The SWOT Analysis: Avoid the Common Trap

15th July 2016

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The SWOT Analysis, an exploration of strengths weaknesses, opportunities and threats, is a key step in strategic planning but it is largely misunderstood.

A vital step in any planning is an honest appreciation of the now, the current circumstances facing the organisation.  Before you plan to go to a new destination, the path is always influenced by your ‘current location’.  

The two critical parts to this analysis are, those issues that the company can control and those the company cannot control.

 The company can control its strengths and weaknesses.  Decision surrounding recruitment, strategic focus, equipment management style, culture all influence the strengths and weaknesses. Discuss your strengths by asking ‘What are we better at than most?   The conversations about the weaknesses starts with the question: What are the issues within our control that will harm our growth or performance if we do not address?  These two aspects of the SWOT analysis are non-ambiguous and if the lists are kept short and strategic, can be useful.  The resulting strategies should seek to build and exploit your strengths and manage your weaknesses.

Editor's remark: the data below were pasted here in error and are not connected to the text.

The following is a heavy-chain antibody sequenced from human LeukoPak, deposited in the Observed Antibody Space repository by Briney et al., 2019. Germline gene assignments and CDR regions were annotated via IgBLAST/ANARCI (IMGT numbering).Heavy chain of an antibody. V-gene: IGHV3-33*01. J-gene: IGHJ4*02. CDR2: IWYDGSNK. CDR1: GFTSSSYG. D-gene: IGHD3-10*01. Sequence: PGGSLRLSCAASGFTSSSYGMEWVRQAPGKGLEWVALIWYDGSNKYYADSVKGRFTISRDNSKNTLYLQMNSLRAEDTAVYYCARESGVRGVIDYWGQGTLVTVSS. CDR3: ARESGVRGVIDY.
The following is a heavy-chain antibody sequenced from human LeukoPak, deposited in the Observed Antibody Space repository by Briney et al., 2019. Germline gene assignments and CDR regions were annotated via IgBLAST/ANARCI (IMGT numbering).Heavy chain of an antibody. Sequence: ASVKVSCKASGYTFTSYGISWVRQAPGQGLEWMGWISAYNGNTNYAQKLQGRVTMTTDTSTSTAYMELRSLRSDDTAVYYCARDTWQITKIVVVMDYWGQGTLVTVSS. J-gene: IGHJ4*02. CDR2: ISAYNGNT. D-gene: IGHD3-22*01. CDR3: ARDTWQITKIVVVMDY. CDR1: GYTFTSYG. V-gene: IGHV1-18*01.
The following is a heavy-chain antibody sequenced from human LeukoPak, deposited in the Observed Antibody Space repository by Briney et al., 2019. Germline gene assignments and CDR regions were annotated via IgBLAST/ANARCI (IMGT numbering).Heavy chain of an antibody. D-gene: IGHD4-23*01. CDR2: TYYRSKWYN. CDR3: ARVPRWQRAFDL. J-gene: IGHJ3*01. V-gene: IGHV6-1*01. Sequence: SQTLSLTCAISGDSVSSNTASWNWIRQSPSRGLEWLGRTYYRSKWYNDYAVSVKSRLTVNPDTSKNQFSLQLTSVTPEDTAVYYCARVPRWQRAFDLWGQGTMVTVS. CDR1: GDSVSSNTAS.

However the next part of the SWOT analysis is where most of these sessions go ‘off the rails’. It is a fundamental misunderstanding to start to list possible actions when discussing opportunities.   If you go down this path it is likely that insufficient time will be given to the external environment.  If your strategy focuses only on the internal issues you may miss significant opportunities for growth that your competitors grasp before you.

The opportunities and threats of the SWOT analysis are an exploration of the external environment in which the organisation operates. What should result here is a list of key trends or events that are taking place, but are outside of the control of the organisation.  If the organisation responds appropriately to these trends there may be strategic benefit.   If the organisation ignores a negative trend it could adversely impact the organisation.

To avoid the confusion it is best to just list Strengths, Weaknesses and Trends.  When these list are developed than you can discuss the options for strategies and actions.

The key message here is avoid the ‘quicksand’ of discussing strategies under the heading of Opportunities.  In this context opportunities are trends taking place outside of your control of the organisation.   The list of trends you generate may well be the same list that you competitors generate if they are operating in the same environment.  What will make the difference is how you respond to these trends.